Listening #54

Just about any consumer-electronics product that needs to generate voltage gain can be made with a vacuum tube. It isn't hard to do. It's no big deal.

That in itself is cause to wonder if some contemporary audio products were designed around tubes for cynical reasons, for tubes' cachet more than for their inherent technological or musical worth. The answer is Yes, probably.

There are kinder, gentler bad reasons, one of which I see in the mirror every day: Tubes are easier than discrete transistors for the novice to understand and to use. I've just about memorized the circuits for Don Garber's direct-coupled Fi 2A3 amplifier and Peter Walker's push-pull Quad II amplifier, the latter by using the schematic as a screen saver for the past three months; I could probably build one or the other if I had to, in the same sense that a person of no particular talent or inspiration could recite one of Shakespeare's sonnets.

All right, so there are cynical builders and there are simple builders. Whom does that leave?

There's an irony at the heart of my approach to this hobby: Whenever I hear an impressive bit of technology, old or new—a low-impedance moving-coil phono cartridge, a single-ended amplifier, a DSD processor—it replenishes my enthusiasm for domestic audio. Sadly, the mechanism by which it does so is to make me disproportionately enthused about that technology rather than about the overarching art of the accomplishment. Let alone the end result.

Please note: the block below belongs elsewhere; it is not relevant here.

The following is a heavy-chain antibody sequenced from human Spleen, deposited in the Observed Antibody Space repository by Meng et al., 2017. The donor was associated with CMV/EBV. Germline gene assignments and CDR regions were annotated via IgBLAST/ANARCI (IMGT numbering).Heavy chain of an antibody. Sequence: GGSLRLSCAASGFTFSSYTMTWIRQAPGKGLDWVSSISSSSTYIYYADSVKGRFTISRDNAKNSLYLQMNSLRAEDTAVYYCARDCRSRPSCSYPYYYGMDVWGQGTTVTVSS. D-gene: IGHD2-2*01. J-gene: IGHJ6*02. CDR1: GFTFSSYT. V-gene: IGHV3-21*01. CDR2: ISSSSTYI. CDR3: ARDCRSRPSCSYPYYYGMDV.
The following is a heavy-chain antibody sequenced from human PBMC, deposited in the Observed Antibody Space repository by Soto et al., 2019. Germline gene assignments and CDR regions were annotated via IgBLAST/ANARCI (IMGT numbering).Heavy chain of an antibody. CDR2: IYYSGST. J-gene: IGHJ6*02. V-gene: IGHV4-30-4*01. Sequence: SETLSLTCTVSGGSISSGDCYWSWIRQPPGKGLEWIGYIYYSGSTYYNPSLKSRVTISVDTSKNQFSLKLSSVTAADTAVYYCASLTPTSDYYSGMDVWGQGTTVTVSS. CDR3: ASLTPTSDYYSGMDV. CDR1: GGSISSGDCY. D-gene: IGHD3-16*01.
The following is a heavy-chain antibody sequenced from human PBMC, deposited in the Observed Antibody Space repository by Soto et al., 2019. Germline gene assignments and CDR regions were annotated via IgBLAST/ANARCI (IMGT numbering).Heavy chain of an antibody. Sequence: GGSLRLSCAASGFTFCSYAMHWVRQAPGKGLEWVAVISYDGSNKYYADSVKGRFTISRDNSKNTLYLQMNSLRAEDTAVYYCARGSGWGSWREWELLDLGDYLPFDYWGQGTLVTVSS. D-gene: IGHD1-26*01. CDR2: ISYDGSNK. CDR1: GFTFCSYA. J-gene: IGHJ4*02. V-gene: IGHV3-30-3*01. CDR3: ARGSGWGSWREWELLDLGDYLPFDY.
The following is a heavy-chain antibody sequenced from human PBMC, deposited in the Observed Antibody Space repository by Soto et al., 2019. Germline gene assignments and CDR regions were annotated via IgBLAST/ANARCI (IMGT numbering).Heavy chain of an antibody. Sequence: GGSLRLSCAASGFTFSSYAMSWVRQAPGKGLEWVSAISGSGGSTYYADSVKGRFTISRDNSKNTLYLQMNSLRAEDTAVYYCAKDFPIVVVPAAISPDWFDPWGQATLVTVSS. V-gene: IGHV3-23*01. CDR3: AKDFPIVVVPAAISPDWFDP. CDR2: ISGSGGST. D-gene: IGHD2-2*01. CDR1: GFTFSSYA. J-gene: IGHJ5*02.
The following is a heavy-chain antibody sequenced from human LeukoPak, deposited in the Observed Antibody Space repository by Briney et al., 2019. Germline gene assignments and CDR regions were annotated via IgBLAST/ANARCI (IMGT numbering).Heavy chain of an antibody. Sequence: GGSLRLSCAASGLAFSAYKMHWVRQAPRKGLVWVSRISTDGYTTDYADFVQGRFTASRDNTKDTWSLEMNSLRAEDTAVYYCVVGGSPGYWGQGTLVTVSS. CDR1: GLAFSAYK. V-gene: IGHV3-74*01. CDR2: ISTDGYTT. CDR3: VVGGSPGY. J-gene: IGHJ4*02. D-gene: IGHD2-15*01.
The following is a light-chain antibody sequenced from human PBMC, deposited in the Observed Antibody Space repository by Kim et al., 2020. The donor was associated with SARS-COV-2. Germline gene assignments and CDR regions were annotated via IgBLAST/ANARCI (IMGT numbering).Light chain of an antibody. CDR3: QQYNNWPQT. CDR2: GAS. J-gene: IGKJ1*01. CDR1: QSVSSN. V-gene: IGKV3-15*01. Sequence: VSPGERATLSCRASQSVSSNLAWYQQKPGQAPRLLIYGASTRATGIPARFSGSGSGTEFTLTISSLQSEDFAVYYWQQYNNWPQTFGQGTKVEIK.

In my defense, there's a lot of that going around. Just look at what we've done with class-A amplifiers—or single-ended amplifiers, or cathode followers, or alnico magnets, or low-torque turntable motors, or high-torque turntable motors, or single-bit converters, or literally everything else: We've turned them all into hobbyhorses that individual people either ride or don't.

To suggest, for instance, that an amplifier has to operate in class-A in order to be good is like suggesting that a symphony must be written in C minor in order to sound serious, just because that's the home key of Mahler's "Resurrection" symphony: It's crazy—but one encounters that attitude all the time in perfectionist audio. For some strange reason, the road from zeal to single-mindedness is a short and appealing one; from there to marketplace demagoguery is shorter still.